Cindy Sheehan

The most up-to-date on-line bulletin Congressman Rangel produces for his constituents has a photograph of him being patted on the cheek by House Speaker Nancy Pelosi. Its latest dated item is August 28. But Rangel is now in such deep doodoo that not even Ms. Pelosi, who has a very high tolerance level for shmootz (see Jason Zengerle's article about Murthaville and John Murtha in the last hard-copy edition of TNR or in this space), will not be showing her affections for Harlem's representative to Congress any time soon. Still, she also can't bring herself to dump him.

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...and how Universary of Minnesaota Political Science professor Kathryn Pearson is getting into their act. Cindy Sheehan, nutcake par excellence, may challenge Nancy Pelosi for her congressional seat if the Speaker doesn't back impeachment hearings for the president and his vice president. I actually thought that Sheehan, feeling betrayed by old allies and maybe gonzo exhausted, had withdrawn from politics entirely. Apparently not. Who is Kathryn Pearson? Read here. And please contact her ... she is desperate.

Courtesy of MEMRI, you can now learn how the Syrian democracy has taken up Cindy Sheehan as hero. A grieving mother over her son killed in Iraq, she was also a certified nutcase. She was taken up by the self-styled "netroots." But even some of them became mortified by what she said and who she really was. But the Syrians appreciate her.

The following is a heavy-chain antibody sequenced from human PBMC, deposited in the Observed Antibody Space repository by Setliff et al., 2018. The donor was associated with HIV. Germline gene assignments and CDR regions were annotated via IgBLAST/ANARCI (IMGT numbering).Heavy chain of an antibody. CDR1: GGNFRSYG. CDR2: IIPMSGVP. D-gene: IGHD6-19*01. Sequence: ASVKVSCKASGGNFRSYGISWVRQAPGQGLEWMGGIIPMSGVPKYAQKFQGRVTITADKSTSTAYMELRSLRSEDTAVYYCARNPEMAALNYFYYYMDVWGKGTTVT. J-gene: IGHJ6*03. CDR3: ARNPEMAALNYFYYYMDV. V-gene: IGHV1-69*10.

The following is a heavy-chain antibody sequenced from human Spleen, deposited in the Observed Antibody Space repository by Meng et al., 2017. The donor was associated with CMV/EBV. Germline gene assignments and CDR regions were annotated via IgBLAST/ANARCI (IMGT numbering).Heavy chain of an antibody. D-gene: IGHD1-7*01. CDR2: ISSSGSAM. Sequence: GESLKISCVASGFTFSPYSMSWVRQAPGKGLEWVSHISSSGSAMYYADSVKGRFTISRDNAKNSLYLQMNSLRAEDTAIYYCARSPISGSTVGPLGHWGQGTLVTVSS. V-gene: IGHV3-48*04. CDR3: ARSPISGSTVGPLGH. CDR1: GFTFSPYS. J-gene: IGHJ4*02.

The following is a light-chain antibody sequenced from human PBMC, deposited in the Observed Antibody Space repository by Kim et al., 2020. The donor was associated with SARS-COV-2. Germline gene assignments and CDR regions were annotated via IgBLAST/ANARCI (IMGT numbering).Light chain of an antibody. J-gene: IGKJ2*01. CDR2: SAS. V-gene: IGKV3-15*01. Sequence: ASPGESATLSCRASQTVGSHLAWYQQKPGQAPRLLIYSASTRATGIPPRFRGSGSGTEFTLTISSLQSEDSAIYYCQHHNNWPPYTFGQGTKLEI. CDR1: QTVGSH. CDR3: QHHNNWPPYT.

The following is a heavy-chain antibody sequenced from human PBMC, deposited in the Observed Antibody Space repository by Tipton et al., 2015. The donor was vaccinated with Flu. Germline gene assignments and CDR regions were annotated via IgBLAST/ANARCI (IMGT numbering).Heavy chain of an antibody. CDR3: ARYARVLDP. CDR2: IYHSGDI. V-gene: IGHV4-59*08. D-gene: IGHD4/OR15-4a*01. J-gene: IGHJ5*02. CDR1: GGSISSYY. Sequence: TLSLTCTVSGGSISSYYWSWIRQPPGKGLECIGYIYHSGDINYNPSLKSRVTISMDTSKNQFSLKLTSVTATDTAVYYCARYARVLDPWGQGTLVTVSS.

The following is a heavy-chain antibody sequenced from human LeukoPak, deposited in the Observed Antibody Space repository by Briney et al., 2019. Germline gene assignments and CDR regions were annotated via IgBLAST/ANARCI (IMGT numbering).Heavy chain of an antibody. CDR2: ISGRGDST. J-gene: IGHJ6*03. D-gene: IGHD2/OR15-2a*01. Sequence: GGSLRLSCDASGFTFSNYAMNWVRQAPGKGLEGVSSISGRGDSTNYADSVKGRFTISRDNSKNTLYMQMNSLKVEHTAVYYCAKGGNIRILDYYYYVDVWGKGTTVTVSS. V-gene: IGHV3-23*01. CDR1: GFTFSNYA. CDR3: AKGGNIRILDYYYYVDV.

Military Offensive

10 Excellent Reasons Not to Join the Military Edited by Elizabeth Weill-Greenberg (The New Press, 128 pp., $14.95) Click here to purchase the book. When it comes down to it, military recruiters are salespeople, and like good car salesmen, good military recruiters conceal the downsides of their product. Of course with military recruitment the ante is upped: Being swindled into buying a lemon will set you back a chunk of change; a bad experience in the military will lead someplace worse than an auto mechanic's waiting room.

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Correspondence

BORDER PATROL John B.

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Mall Rats

Were Norman Mailer to pen a sequel to The Armies of the Night, his chronicle of a 1967 antiwar march on the Pentagon, his notes might read something like this: Good news and bad news to report from this weekend’s protest in Washington against the Iraq war—good news because over 100,000 demonstrators turned out to voice their opposition to war, racism, and inequality; bad news because the loudest voices belonged to pre-adolescents. Yes, as I traverse the Mall on Saturday, I cannot escape 13- and 14-year-old girls with peace signs (and the occasional Mercedes logo) painted on their cheeks.

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